- Your bank or credit union notifies you about fraudulent activity on an account.
- You receive a notification that you are a victim of a data breach or are at risk of a data breach.
Who Can Access My Frozen Credit Report?
A credit freeze prevents most credit inquiries, however, certain parties may still access a frozen credit report under specific conditions, such as:
- You, when you review your credit report.
- Lenders and card issuers with whom you have credit accounts, as they utilize credit checks in their account management processes.
- Landlords and rental agencies that are screening you as a possible tenant.
- Telephone carriers and utility companies that use your credit to determine the amount of security deposit required on services.
- Debt collection agencies when they are attempting to receive a payment.
- Child support agencies, for the purposes of determining child support.
- Auto insurance companies may include credit scores in their application or underwriting process.
- Potential employers you have authorized to conduct a background check.
- Government agencies that are executing court orders or arrest warrants.
How Can I Place a Free Credit Freeze?
To place a freeze on your credit, you will need to contact the credit bureaus directly. You may be asked to provide the following information:
- A copy of your government-issued photo ID (i.e., your driver’s license or passport)
- Proof of address (i.e., a copy of a utility bill)
- Your social security number
When requesting a credit freeze you can provide all the necessary information electronically. When you activate your credit freeze, a credit agency may have you create a personal identification number (PIN) or secure password to use when reactivating your credit.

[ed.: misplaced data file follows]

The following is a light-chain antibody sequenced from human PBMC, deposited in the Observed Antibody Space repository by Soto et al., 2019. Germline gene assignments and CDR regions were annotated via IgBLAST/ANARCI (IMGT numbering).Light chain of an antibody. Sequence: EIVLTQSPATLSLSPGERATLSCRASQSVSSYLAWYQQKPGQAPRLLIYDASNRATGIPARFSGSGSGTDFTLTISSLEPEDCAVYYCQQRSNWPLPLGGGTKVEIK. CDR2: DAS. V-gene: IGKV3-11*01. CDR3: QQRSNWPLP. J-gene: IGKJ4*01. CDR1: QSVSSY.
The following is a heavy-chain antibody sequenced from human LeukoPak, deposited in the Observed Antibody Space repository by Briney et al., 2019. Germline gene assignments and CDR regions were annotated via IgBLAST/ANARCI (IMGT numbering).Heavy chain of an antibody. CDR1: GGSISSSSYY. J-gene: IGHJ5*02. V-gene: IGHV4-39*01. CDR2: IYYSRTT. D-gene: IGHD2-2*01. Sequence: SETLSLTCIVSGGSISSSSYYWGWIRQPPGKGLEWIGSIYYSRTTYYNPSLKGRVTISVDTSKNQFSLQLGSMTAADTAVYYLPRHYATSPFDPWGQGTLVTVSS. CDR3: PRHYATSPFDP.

How Can I Lift a Credit Freeze?
In addition to your ability to unfreeze your credit, you might also have the choice to lift the credit freeze by either granting one-time access to a particular creditor, or by indicating a period of time (i.e., one day, one week, one month, etc.) you want the credit freeze to be suspended.
Policies may vary between credit reporting agencies, so be sure you know what your options are before you start the process. When you enter your password or PIN, your credit will be thawed within the hour that your request was received.
Should you lose your password or PIN, you will need to confirm your identity, which could delay the approval process.
Identity Theft Insurance Services with SmartCredit
While nothing can 100% protect you from all types of identity theft, credit freezes can help. Additionally, since a credit freeze is a free service, it won’t hurt your wallet. Freezing your credit is an effective, cost-free way to make it harder for identity thieves to open up a new line of credit or other financial accounts in your name.
At SmartCredit, we provide identity theft insurance services for our customers and their entire family residing in their household*. To learn more about our identity theft insurance services, contact SmartCredit today.
*Activation required after enrollment